The Who Revealed by Matt Kent
It is amazing to me how the time flies now that I'm a baby Mummy-crikey! Where does it all go? I'm behind on blogging but ahead on packing and flying away with baby Albie on my lap for what should be 12 fun filled hours. He probably needs his own seat (they can sit on your lap until age two proper) as he's as big as many three year olds (fit and height to weight proportionate of course!) Yet what my handsome husband and I will toil for in mid Atlantic baby holding we will save in airfare (about 375 quid). This pin money is going towards my long awaited website which was supposed to première nearly three years ago! Remember fans, Rome wasn't built in a day-what I got is already built!
Someone who has a great website already up, that has premièred nearly three years ago, who makes many nappy free journeys to concert stages and who happens to be a pal, Matt Kent, just published his second Who related book, The Who Revealed.
It is QUALITY!
Firstly, The Who Revealed is thee best book since Richard Barnes' "Maximum RnB" and Anyway, Anyhow, Anywhere: The Complete Chronicle of the Who 1958-1978, Matt's 2005 release co-authored with Andy Neil. I HIGHLY recommend that volume too. All three books are MUST haves for Whoheads and the casual fan alike. (Can anyone be 'casual' about The Who?) I like The Who Revealed just a tad more than the former two because I had yet to see 90% of the photos. THAT to me is like seeing a deleted part of a cherished film once thought lost to time, show up on You Tube. It not so much as a "missing puzzle piece" found as finding an entirely new puzzle altogether. And there they are; out takes or different shots of familiar Who pics and totally new ones to me. It feels more than a bit moving to behold.
The Who Revealed features many early portraits and casual shots that encapsulate that open hearted, non-sequential ionization of the mid 1960's National Geographic England. All the optimism of playing outdoors in DIY turtle-necks, all the bright sparkling eyes, all the joy...all the under pants the boys forgot to wear! From bell bottomed shots of the idyllic rolling green amber afternoons of the 1970's to the member's only jacket, "It's Hard" 1980's (an album I love) all the way through to present day.
The Who Revealed is also fabulous because the pictures are not only huge but the book's production quality is high. I was surprised at the very reasonable price as there are Taschen books showcasing giant anatomical appendages that have much lower picture quality and go for well over 60 quid.
Two minor criticisms: the cover should have been reversed with the back pic thus swapping a lovely "Steve Reeves coiffured by Phil Lynott's hairdresser" style open shirted Pete Townshend onstage at the Lewisham Odeon for a gob smacking near edible technicolor portrait of the entire group by Terry "God" O'Neil (Shepperton?). Another critique is that the images are not credited (and I don't mean by who took the pictures) I mean what stage is the band on, what year is it, and so forth. But these considerations are very minor in light of all the visual Who bon bons that stood out for me. Here are but a few:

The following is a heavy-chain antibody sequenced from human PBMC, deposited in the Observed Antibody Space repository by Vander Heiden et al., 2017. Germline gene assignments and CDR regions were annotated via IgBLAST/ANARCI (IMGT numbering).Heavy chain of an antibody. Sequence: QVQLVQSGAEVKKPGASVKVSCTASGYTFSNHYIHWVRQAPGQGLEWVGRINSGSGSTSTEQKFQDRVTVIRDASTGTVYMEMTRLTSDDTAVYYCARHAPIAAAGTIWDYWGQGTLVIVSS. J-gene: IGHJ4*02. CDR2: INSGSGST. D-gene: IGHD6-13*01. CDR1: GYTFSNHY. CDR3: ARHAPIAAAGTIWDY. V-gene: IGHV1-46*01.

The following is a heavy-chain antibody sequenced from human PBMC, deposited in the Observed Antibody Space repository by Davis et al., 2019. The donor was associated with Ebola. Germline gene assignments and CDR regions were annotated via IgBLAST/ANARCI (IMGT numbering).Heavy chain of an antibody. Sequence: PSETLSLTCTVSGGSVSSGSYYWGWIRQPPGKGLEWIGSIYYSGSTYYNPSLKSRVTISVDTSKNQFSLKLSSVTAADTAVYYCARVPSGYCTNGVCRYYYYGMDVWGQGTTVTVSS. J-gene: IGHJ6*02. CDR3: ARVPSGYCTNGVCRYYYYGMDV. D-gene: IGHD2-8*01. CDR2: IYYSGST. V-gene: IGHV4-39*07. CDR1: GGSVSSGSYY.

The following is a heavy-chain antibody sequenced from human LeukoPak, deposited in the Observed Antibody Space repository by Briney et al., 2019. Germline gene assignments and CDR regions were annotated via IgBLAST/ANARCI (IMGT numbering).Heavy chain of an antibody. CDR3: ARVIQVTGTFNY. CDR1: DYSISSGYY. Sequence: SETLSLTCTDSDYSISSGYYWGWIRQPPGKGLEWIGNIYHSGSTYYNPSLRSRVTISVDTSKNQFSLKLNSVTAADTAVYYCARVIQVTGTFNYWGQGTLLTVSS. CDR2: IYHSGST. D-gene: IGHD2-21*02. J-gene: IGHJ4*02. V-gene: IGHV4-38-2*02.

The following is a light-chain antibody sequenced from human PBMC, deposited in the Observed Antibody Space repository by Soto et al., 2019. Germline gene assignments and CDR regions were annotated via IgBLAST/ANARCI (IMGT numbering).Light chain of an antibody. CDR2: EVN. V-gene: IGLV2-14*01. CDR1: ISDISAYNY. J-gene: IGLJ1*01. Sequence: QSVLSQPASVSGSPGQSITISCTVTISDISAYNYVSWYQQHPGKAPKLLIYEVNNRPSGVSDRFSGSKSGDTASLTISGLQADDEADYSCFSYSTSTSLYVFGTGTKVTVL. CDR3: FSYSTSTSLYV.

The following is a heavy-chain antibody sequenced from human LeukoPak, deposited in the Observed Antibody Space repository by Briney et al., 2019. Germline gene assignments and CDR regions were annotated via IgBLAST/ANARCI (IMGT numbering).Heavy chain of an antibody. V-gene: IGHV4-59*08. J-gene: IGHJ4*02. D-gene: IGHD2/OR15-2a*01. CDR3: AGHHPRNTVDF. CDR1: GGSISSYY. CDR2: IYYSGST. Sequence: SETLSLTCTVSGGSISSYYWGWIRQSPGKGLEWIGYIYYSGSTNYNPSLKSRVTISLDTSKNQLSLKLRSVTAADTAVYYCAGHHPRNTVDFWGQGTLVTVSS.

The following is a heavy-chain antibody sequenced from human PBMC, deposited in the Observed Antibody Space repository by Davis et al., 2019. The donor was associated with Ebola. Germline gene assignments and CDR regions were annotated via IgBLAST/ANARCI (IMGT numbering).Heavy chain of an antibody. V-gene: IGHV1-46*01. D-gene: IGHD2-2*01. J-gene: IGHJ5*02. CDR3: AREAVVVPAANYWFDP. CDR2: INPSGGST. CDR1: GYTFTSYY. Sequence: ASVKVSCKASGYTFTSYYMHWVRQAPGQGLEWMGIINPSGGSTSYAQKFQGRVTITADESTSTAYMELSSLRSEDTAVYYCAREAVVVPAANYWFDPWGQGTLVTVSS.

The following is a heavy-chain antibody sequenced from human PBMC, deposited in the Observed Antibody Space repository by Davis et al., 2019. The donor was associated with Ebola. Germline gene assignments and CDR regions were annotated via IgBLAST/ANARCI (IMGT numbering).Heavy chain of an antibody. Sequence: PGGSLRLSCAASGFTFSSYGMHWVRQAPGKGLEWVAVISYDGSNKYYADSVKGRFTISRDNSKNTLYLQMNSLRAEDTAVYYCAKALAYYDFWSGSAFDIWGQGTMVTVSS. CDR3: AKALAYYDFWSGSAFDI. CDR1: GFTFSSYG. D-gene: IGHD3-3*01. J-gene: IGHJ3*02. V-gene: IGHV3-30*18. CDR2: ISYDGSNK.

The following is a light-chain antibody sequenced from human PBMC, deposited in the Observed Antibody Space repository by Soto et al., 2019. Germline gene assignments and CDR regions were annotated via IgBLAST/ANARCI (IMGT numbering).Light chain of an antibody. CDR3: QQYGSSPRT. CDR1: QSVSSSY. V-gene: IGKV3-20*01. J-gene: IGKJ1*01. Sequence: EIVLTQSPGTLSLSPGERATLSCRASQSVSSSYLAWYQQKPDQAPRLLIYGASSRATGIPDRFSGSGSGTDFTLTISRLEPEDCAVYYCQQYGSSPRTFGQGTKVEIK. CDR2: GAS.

Mid/early 60's in Picadilly Circus: The Who facing West, squinting into the midday sun and no proverbial Eros statue in view. (After all they are the main attraction here and the ones you want to love...) Wrigley's sign to the left and Grants Scotch Whiskey upstage. That one area always seems to personify mid 1960's 'fanfare for the common man' London for me. Vintage pics of the circus always show this blazing blue sky and pillar box red buses so the fact that this publicity pic is in black and white makes it especially poignant.
Mid 60's informal group promo portrait: Lush, blazing color with all the boys wearing turtle-necks with Pete's in dazzling "Alex DeLarge white", bejewelled with war medals and Victoria crosses. Rog, Keith and John in powder blue with DIY air force emblems, all looking "MODerately" tasty.
Mid 60's: Tower Bridge as the backdrop and the band plays at street level for the London passer-by. I had seen another out-take of this series in Dave Marsh's article on The Who for the first volume of the Rolling Stone Illustrated History of Rock and Roll (that really BIG book) and always wondered if I'd ever see it again. Granted, if I surfed the web I'm sure I'd uncover even more pics I've yet to behold but my Who love began pre-net so in many ways a book like this allows me to savour The Who live and in person-the way it was and the way it should be. It reminds me after a few years of singing more standards and lullabies than Odds and Sods, what my favourite music truly is. And perhaps as important, how many unhappy days the Who's music saw me through to these now joyous and busy years.
Not to be taken away indeed.